I Woke Up Like This #030

How comfortable are you with your body from 1-10?
Maybe like a five. I try to have conversations with my body like “This is my body and this is where I’m at and I should be grateful”

What made you want to participate?
I’ve really been looking for ways to feel positive about myself generally, not just my body. I’ve been thinking about burlesque for along time. I’ve been looking at people who reclaim their body for them self. Like Beyonce, she totally owns her stuff. The burlesque crowd totally owns their stuff. I’m pushing for forty and I have never felt comfortable in my body. 

Are you nervous?
Not yet, I don’t think I was a few days ago. It was right after I dyed my hair. I was only worried about it for a minute. 

How are you feeling?
I feel fine. When I was fifteen my mom sent me to modeling school and that always felt uncomfortable and strange but this doesn’t feel strange. 

What level of comfort are you at with your body now?
I guess seven. 

How has the session helped you feel comfortable in your skin?
It’s that idea that I’m not alone. I wake up every morning and it’s just me and you know, I’m in the news doing my work all the time and there are all the these images of whats supposedly sexy and what’s beautiful but none of those bodies are mine. 

And you’re in great shape! 
Thanks!

What was your favorite part of the shoot?
Searching for the light, the light was really fun. I actually like that you’re in the frame at some point with us too. It’s the idea, again, that I’m not alone. You know, I’m not just a subject. 

It’s hard being naked in front of anyone, especially with their clothes on and yours off. 
Sometimes even with our significant others too. 

Yes! I can’t recall the last time I’ve felt comfortable being nude in front of any of my partners thus far. It is definitely a beautiful thing to find. I was in a situation a while ago where someone set me up for a fall I guess. Made me feel I was really beautiful but when he was done with me he would pick all the things that would make me fall. Even now, when I spend time with someone who cares about me very much it’s really hard. It’s hard to believe him when he says anything positive. It’s just something I usually push out of my mind and say “I’m working on it”.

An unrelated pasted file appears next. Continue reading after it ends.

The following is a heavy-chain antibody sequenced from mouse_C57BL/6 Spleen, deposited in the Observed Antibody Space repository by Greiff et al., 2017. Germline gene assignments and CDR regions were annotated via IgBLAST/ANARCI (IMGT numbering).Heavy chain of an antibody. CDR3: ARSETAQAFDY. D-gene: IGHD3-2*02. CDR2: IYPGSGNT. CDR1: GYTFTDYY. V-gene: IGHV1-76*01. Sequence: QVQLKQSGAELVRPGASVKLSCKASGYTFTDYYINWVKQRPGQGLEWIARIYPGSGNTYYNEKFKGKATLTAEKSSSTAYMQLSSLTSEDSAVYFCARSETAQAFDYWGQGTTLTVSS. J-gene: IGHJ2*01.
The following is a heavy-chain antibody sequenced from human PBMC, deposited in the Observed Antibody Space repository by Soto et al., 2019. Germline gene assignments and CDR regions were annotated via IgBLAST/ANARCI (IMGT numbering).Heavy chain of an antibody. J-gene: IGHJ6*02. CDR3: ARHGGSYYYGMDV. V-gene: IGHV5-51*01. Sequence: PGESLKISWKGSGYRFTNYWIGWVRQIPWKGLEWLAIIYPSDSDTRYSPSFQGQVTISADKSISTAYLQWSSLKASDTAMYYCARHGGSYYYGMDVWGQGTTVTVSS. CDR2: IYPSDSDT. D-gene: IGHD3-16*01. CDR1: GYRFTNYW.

Once someone criticizes our body to that extent, one can’t help but feel the shock and betrayal of trust you once had in that person. That they loved you for you, except for those things. 

Even when they passively suggest you change yourself it hurts a lot. For them to make the assumption that you even want to change. 
And I’m torn about it because I want to do those things because it’s pleasing but at the same time it doesn’t even fit into my life to wear a dress right now. Because I walk five miles to work. But I think about those things. The passive suggestions.

Let’s talk about the f word. Are you a feminist?
Yeah, definitely. 

Why? 
I believe in the value of everyone. I’d love to see what it looks for everyone, no matter their age, race, gender, sex, socio economic background…what would people look like, if they were all coming from a truly empowered place. A lot of feminists are very angry and male bashing…I see that and I’m torn because I feel like it’s nessecary but at the same time it’s a little detrimental. Non-inclusive. Because for the healing to happen we can’t do the same thing to them that’s been done to women. We can’t reflect the mirror of hatred back at them. Teaching people, having conversations, you know…healing is a collaborative effort.

Why do you think some women don’t identify as feminists?
The ones that are the loudest are the ones that are seen. The age old saying, “squeaky wheel gets the grease”. People who are very angry, are very loud and in their face about these things. And they’re right! They’re screaming about there baby girl being raped, or other injustices. They’re right to be screaming…it’s a certain kind of violence that isn’t healing, though, either. I struggle because the screaming needs to happen but how do we get to a point where we teach people to go beyond their upbringing or whatever it is that is holding them back. 

People think…THAT’S what feminism is…they’re crazy! When, really, feminism is “We are equals.” It’s give and take both ways. 

I mean, look at egalitarian tribes. They barely have gender roles, very peaceful, survive through group cooperation and support and love.